The magnificent manuscript enchants with its unbelievable creative variety. 34 pages of the work are embellished with full-page illustrations. The pages show dainty depictions of biblical motifs in outstandingly vivid colors. Some of the pictures have a golden background. Splendid marginal embellishments of flowers and plant tendrils frame the miniatures. Giovanni de Grassi’s style is unmistakable. Employing transparent and intensive colors, some of them somewhat muffled, or rather diffusely lit, he created storybook landscapes with highly naturalized scenery. His successors attempted to duly model the art of the great master in this manuscript. The miniatures of Belbello de Pavia also distinguish themselves through their unmistakable style. His art is characterized by a loving richness of detail and by images of the finest jewels and valuables.

Codicology

Alternative Titles
Libro d'Ore Visconti
El libro de Horas Visconti
Stundenbuch der Visconti
Size / Format
2 volumes - 636 pages / 25.0 × 17.9 cm
Origin
Italy
Date
Around 1390, completed after 1428
Style
Language
Illustrations
34 full-page miniatures, numerous half-page miniatures, historiated initials and marginal illustrations
Artist / School
Previous Owners
Dukes of Visconti di Modrone
Baron Horace Landau
Madame Hugo Finaly

Available facsimile editions:
Visconti Book of Hours – Mss. BR 397 e LF 22 – Biblioteca Nazionale Centrale di Firenze (Florence, Italy) Facsimile Edition
Franco Cosimo Panini Editore – Modena, 2003
Limited Edition: 500 copies
Detail Picture

Visconti Book of Hours

”O” Initial – The Toil of Adam and Eve

This splendid historiated initial is surrounded by a blue-gold checkered background and four red dragons. “Also for Adam and his wife the Lord God made tunics of skin, and clothed them. Then the Lord God said, ‘Behold, the man has become like one of Us, to know good and evil. And now, lest he put out his hand and take also of the tree of life, and eat, and live forever’— therefore the Lord God sent him out of the garden of Eden to till the ground from which he was taken.” (Gen. 3:21-23)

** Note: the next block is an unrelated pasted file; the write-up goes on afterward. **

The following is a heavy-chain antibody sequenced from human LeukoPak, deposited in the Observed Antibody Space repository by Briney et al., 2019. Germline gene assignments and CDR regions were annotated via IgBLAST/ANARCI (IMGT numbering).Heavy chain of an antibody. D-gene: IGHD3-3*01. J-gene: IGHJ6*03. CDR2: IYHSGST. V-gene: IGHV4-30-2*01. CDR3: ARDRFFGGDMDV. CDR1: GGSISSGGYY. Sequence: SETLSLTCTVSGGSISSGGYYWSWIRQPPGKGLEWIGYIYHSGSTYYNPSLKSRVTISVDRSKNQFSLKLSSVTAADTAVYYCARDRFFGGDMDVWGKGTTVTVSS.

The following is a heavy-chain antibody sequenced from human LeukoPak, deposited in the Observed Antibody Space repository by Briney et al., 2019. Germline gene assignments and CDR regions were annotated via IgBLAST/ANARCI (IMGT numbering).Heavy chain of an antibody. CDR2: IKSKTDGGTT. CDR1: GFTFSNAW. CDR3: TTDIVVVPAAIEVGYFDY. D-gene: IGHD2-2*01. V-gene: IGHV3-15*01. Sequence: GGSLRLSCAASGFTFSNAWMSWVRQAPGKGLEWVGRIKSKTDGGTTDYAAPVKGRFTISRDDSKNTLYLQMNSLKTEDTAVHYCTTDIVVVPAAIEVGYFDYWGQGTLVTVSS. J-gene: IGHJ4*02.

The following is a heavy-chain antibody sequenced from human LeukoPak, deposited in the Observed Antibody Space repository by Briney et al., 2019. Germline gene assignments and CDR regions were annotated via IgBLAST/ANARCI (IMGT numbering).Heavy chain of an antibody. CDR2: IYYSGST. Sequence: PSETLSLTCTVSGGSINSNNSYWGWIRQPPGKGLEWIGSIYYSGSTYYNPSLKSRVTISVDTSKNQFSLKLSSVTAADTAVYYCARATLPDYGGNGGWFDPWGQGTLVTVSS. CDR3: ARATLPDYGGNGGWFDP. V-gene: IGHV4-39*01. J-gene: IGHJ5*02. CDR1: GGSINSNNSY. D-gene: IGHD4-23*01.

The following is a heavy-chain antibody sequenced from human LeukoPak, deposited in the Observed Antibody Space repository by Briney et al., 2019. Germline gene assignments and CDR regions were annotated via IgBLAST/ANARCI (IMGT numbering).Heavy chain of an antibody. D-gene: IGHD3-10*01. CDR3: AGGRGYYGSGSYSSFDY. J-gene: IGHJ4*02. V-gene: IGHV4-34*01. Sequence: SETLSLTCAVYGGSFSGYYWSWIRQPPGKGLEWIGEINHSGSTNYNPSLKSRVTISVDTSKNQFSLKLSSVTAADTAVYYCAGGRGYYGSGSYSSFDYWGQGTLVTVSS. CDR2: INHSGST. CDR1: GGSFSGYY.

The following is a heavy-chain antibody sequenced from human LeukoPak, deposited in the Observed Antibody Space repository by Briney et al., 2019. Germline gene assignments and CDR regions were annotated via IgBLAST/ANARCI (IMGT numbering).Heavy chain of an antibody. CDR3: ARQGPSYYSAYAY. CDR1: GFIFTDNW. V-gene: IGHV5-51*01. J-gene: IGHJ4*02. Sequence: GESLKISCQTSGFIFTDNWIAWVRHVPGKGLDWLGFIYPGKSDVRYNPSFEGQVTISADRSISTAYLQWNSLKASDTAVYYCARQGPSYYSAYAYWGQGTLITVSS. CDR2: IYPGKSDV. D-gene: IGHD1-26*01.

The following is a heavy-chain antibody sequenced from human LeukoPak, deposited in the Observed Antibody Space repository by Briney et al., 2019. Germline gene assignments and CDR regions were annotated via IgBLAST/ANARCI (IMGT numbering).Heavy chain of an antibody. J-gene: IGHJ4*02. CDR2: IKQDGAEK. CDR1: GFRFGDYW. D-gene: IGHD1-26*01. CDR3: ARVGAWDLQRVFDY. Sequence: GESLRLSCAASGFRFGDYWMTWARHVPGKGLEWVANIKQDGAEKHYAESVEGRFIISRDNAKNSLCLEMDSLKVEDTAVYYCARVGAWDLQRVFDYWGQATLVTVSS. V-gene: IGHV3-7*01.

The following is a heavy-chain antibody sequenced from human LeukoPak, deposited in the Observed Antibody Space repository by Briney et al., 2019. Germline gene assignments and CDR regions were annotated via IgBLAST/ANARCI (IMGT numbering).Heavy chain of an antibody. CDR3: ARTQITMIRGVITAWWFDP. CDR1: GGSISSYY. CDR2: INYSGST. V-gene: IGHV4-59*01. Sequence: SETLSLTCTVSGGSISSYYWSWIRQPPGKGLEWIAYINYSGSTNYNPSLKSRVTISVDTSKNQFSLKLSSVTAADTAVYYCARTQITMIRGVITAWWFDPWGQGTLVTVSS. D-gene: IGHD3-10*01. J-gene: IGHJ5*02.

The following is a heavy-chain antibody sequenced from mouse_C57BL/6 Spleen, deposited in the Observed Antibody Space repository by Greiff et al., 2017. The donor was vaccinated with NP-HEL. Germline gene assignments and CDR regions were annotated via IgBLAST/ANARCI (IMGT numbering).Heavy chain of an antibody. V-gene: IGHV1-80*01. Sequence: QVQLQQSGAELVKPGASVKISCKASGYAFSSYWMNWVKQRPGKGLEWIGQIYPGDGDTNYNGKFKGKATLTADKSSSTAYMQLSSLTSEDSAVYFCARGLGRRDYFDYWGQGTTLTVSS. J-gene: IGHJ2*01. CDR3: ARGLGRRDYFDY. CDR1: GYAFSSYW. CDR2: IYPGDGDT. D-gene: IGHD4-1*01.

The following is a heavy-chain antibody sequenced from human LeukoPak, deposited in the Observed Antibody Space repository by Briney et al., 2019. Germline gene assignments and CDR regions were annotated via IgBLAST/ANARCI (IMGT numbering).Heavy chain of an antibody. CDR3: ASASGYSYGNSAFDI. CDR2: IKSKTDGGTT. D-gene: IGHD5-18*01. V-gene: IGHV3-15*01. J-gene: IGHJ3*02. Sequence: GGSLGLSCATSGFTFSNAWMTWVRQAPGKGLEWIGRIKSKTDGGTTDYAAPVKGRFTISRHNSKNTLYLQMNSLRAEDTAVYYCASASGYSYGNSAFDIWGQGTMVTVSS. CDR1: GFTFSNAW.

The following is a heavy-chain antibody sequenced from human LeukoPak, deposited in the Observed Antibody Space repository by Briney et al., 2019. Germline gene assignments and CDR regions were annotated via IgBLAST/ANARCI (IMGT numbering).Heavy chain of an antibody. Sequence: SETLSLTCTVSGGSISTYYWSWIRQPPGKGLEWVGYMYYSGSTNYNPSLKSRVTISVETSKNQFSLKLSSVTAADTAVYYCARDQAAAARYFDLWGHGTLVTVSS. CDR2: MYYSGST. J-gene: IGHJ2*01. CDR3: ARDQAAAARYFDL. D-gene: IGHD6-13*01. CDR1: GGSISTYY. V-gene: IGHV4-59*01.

Libro d'Ore Visconti
Single Page

Visconti Book of Hours

God Confronts Eve

“And the Lord God said to the woman, ‘What is this you have done?’ The woman said, ‘The serpent deceived me, and I ate.’” (Gen 3:13). This magnificent historiated initial depicts Eve after she and Adam have eaten of the forbidden fruit and earned God’s wrath. In shame of her nakedness, Eve covers herself with a handful of leaves and points to the deceitful serpent with a human face.

Six Visconti shields mounted on a green Gothic architecture flank the miniature. Two white doves are caged in the red and blue columns that line the right and left margins. The bas de page miniature portrays a cherub with gold leaf wings sitting on the back of a lion, holding the beast’s mane with his left hand as he prepares to strike with a dagger in his right.

Libro d'Ore Visconti
Facsimile Editions

#1 Libro d'Ore Visconti

Visconti Book of Hours – Mss. BR 397 e LF 22 – Biblioteca Nazionale Centrale di Firenze (Florence, Italy) Facsimile Edition
Visconti Book of Hours – Mss. BR 397 e LF 22 – Biblioteca Nazionale Centrale di Firenze (Florence, Italy) Facsimile Edition Copyright Photos: Ziereis Facsimiles

Publisher: Franco Cosimo Panini Editore – Modena, 2003
Limited Edition: 500 copies
Binding: Red velvet binding with two elaborated silver clasps
Commentary: 2 volumes by Milvia Bollati, Francesca Manzari, Evelyn Welch, Adriana Di Domenico
Language: Italian
2 volumes: Exact reproduction of the original document (extent, color and size) Reproduction of the entire original document as detailed as possible (scope, format, colors). The binding may not correspond to the original or current document binding.